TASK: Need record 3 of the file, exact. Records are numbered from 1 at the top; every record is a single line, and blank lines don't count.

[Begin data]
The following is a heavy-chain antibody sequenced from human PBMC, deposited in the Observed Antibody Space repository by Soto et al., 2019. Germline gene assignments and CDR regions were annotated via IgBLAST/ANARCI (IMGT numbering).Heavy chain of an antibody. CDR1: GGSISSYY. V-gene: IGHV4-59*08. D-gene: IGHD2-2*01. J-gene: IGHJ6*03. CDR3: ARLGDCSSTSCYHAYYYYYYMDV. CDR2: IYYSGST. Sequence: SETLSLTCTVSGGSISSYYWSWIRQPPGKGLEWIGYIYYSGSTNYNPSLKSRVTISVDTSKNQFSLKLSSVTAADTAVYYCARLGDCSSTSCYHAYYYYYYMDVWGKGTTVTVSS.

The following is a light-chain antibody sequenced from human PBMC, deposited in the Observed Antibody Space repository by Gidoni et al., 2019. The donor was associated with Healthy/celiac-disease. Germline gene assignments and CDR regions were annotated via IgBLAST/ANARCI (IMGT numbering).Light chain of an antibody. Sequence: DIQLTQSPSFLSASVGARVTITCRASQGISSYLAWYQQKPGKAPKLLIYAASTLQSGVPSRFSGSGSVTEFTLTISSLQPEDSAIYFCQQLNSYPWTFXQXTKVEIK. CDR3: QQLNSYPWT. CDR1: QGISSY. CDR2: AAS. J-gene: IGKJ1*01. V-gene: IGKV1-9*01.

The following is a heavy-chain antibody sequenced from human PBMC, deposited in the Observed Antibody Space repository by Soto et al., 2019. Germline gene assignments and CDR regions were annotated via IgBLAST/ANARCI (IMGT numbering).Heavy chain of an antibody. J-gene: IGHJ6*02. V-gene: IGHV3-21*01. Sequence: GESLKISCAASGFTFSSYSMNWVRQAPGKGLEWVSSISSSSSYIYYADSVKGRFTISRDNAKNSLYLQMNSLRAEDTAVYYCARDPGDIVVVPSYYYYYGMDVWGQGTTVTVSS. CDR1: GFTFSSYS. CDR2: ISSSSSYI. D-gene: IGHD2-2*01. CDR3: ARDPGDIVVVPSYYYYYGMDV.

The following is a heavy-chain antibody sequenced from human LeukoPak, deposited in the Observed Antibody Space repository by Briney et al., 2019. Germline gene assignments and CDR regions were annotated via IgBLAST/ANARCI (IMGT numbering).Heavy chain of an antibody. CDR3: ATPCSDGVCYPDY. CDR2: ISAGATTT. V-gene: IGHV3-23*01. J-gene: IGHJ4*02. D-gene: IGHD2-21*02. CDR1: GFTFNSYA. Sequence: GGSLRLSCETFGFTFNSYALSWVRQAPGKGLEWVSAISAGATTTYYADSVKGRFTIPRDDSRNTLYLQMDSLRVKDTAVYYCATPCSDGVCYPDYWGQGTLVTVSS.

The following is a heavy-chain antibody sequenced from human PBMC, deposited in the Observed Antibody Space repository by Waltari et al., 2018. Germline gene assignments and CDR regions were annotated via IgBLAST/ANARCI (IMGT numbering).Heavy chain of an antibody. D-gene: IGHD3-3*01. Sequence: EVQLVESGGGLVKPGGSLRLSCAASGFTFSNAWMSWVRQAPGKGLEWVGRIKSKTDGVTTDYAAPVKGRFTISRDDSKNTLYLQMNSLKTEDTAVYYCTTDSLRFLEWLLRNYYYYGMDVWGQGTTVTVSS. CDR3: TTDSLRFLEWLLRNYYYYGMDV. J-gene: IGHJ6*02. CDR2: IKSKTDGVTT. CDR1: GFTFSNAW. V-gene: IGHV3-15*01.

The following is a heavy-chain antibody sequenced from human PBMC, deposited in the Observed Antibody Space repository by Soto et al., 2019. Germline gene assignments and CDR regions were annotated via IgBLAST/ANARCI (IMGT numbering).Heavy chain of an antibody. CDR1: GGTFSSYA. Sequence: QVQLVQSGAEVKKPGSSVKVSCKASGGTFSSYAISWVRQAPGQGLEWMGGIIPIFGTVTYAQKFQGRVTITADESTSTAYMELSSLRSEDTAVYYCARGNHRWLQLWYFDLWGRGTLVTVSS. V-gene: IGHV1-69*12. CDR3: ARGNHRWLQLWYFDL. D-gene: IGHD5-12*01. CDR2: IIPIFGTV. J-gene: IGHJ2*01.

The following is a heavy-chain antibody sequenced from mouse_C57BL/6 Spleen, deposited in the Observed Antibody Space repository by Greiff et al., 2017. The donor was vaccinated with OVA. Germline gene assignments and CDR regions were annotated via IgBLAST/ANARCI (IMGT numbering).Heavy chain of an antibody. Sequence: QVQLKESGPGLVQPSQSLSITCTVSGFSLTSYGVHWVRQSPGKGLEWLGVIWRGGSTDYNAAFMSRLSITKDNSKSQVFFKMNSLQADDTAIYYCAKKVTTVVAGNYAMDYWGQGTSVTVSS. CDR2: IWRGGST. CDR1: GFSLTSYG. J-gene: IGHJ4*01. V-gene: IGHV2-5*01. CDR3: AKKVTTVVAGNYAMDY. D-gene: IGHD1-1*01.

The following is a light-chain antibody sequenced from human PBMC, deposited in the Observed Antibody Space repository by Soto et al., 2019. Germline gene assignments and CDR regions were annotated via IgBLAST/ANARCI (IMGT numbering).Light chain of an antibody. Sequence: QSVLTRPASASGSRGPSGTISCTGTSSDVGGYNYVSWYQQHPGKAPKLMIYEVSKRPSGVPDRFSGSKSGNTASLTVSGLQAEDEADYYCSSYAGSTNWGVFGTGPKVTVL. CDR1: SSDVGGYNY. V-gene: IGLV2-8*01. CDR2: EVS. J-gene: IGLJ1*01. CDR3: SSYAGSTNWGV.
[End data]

The following is a heavy-chain antibody sequenced from human PBMC, deposited in the Observed Antibody Space repository by Soto et al., 2019. Germline gene assignments and CDR regions were annotated via IgBLAST/ANARCI (IMGT numbering).Heavy chain of an antibody. J-gene: IGHJ6*02. V-gene: IGHV3-21*01. Sequence: GESLKISCAASGFTFSSYSMNWVRQAPGKGLEWVSSISSSSSYIYYADSVKGRFTISRDNAKNSLYLQMNSLRAEDTAVYYCARDPGDIVVVPSYYYYYGMDVWGQGTTVTVSS. CDR1: GFTFSSYS. CDR2: ISSSSSYI. D-gene: IGHD2-2*01. CDR3: ARDPGDIVVVPSYYYYYGMDV.